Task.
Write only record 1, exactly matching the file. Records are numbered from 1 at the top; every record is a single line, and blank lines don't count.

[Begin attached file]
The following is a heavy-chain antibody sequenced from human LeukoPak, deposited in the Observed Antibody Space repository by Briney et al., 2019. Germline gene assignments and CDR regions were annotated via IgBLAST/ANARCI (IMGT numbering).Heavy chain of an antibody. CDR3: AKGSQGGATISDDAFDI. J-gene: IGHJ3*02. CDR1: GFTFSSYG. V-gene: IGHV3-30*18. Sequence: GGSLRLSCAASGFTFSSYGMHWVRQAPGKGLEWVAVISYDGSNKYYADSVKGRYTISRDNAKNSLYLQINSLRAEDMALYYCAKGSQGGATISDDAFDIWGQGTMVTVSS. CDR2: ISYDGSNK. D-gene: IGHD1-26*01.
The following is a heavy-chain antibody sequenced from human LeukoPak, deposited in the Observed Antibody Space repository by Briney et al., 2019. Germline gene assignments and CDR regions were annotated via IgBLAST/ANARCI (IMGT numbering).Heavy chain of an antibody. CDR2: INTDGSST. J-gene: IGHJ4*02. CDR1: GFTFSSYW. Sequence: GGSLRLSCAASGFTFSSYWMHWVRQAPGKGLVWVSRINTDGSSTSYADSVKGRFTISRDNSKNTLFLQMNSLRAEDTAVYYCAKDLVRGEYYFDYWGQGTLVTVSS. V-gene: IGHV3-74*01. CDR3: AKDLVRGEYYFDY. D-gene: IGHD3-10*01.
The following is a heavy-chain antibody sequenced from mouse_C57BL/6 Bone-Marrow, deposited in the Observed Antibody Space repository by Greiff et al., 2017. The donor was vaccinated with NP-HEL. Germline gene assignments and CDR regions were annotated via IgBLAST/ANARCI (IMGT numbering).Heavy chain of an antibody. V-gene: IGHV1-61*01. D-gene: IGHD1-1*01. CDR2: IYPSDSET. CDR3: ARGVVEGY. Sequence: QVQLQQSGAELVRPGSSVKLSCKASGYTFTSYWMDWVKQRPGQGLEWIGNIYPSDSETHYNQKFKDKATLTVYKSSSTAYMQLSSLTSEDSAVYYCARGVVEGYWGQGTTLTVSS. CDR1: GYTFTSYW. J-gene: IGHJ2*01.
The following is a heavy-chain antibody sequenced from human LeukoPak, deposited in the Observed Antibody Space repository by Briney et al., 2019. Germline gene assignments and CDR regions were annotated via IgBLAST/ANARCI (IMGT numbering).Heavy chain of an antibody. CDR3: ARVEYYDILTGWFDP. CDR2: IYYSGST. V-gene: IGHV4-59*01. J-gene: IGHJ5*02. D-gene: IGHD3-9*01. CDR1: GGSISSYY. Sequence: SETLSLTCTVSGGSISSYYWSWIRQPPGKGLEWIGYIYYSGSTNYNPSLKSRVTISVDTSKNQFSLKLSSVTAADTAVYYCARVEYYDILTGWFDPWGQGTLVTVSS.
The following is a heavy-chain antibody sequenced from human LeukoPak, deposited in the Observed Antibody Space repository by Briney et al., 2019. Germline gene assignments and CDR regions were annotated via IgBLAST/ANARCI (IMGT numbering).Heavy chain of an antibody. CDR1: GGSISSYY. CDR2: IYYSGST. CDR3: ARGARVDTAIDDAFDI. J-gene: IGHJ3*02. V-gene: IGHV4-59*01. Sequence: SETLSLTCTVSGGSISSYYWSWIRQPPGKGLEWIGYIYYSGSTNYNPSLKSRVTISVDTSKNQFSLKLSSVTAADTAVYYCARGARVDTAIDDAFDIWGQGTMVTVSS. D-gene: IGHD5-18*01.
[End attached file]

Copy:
The following is a heavy-chain antibody sequenced from human LeukoPak, deposited in the Observed Antibody Space repository by Briney et al., 2019. Germline gene assignments and CDR regions were annotated via IgBLAST/ANARCI (IMGT numbering).Heavy chain of an antibody. CDR3: AKGSQGGATISDDAFDI. J-gene: IGHJ3*02. CDR1: GFTFSSYG. V-gene: IGHV3-30*18. Sequence: GGSLRLSCAASGFTFSSYGMHWVRQAPGKGLEWVAVISYDGSNKYYADSVKGRYTISRDNAKNSLYLQINSLRAEDMALYYCAKGSQGGATISDDAFDIWGQGTMVTVSS. CDR2: ISYDGSNK. D-gene: IGHD1-26*01.